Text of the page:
OFF THE TOP
You might have heard: People don’t want robots picking their headlines (but they don’t really want editors doing it either) (Nieman Lab)
But did you know: Most readers want publishers to label AI-generated articles — but trust outlets less when they do (Nieman Lab)
New research has found that when readers see news stories that are labeled as AI-generated, they consider the news outlet that published them less trustworthy. This was even true of readers who have a general distrust of the existing news media. But when the news outlets provided a list of sources that contributed to the article, that decline in trust disappeared. Some participants in the study suggested that publishers develop a universally-recognized symbol or label for AI-generated content, similar to nutritional information on food.
+ Noted: NewsGuild settles defamation suit from former member (Poynter); Reporters Committee Local Legal Initiative expands to Indiana (RCFP)
Trust Tip: Ask your audience what type of climate coverage would be most useful (Trusting News)
Climate change evokes emotional responses within your audience, which makes journalists’ decisions difficult regarding what to cover related to the topic, how often to cover the topic and what to focus on. It’s important to understand the different perspectives people have on this issue to effectively inform them about climate change and have them engage with information on the topic instead of ignoring it.
One key is to acknowledge emotions in your coverage. Frame stories that not only inform but also empathize and empower, fostering a sense of collective responsibility and action. The other is to engage with your audience. Your audience holds valuable insights. Engage with them to understand their concerns, questions and expectations regarding climate coverage. Prioritize their interests, ensuring your reporting aligns with the issues that matter most to your community.
+ Trusting News took some of the advice it gives journalists and revamped their website so the mission and goals of the project are clearer and easier to find.
+ Related: The Center for Media Engagement is looking for U.S.-based reporters to write a news story about the impacts of climate change on their local area (350-450 words) as part of a research study. The study aims to help researchers better understand the journalism process and identify ways to better support journalists. Journalists will be compensated $400 for their work and, if you would like, the story can be published on our site and circulated by our communications team.
Interested journalists can contact Research Associate Emily Graham for more details. We ask that you please include (a) the approximate number of articles you have published in the past year in non-student outlets, (b) whether you would consider yourself a general assignment reporter/journalist and (c) links to 3 or 4 articles you have written. (The Center for Media Engagement)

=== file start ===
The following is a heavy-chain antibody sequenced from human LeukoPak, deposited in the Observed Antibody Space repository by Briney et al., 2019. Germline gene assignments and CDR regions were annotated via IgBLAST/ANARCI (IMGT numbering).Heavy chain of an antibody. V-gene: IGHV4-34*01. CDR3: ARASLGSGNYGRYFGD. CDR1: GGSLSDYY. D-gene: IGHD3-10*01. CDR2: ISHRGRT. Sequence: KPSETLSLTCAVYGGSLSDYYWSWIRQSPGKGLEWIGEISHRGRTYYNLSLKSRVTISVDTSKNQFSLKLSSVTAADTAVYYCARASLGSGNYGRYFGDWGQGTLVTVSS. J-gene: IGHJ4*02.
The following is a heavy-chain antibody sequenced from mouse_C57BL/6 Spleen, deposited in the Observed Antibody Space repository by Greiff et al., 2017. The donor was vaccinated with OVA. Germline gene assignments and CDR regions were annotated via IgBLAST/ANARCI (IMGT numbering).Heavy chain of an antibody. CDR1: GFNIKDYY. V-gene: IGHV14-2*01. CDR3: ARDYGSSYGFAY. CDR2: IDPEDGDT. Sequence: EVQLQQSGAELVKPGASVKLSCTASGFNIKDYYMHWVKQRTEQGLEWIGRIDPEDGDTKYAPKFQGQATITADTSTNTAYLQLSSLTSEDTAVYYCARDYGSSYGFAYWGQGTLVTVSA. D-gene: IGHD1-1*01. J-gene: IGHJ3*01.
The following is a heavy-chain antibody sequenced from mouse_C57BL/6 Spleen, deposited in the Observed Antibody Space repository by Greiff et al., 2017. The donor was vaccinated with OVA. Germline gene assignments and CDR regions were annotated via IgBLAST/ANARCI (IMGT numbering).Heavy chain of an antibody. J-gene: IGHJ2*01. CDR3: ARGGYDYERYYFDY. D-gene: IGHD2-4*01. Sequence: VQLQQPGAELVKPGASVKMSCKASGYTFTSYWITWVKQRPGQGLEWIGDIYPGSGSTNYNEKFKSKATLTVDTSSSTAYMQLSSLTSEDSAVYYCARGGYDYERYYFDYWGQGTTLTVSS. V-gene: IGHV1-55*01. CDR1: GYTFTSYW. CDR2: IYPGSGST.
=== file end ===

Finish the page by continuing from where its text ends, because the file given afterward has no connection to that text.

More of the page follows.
Tell API and AP how to support your election coverage
The American Press Institute and The Associated Press want to support your 2024 election coverage. Read about our collaboration, and take this 4-minute survey to help us better support you.
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Changing work culture beyond burnout and bad bosses (Reynolds Journalism Institute)
While there has been significant focus on improving newsroom management and trying to avoid journalistic burnout, Jennifer Mizgata writes that more time needs to be spent investing in workplaces that are appealing to work in. She is currently working on a survey about work culture in journalism to try to understand how newsrooms can better implement dynamics of high-functioning teams, which includes elements like the safety of knowing you can try and fail, as well as knowing that the work you’re doing makes a difference in the organization and beyond. Take the survey here.
Why BBC is ‘the neighbor from hell’ for regional newsbrand editors in the UK (Press Gazette)
Editors from regional publishers around the UK have issued a joint letter calling for the BBC to stop expanding into local news and instead link out to existing news sites. In the letter, they call the BBC “little more than a state-funded juggernaut on course to suffocate independent journalism in every city, town and village in the UK.” They worry that expanded BBC coverage — much of it inspired by on-the-ground local reporting — will push aside advertiser-driven independent outlets.
News publishers hesitate to commit to investing more into Threads next year despite growing engagement (Digiday)
Nearly six months after the launch of Threads, publishers are still hesitant to commit resources to the platform. Some publications, including The Boston Globe, CNN and The New York Times, say they’ve seen an increase in engagement on Threads, while the BBC and the Guardian U.S. have stopped publishing to Threads at all as they assess whether it’s a smart investment. One problem with the threads is that there are limited metrics for publishers; the only numbers available are likes, replies and referral traffic.
The Washington Post’s Inspired Life reports out viral feel-good stories (The Washington Post)
The Inspired Life section of The Washington Post is focused on “heartwarming and surprising” stories that document kindness — and they’re some of the site’s most popular stories. Many are inspired by viral social media content, but the Post’s reporters follow-up with original reporting to make them more appropriate for the news outlet.
“You want to have a holistic picture of the world. Obviously there’s a lot of terrible things going on in the world, but there are good things. And if we just ignore all of those things, then we’re doing a disservice to our readers.” — Sydney Page, The Washington Post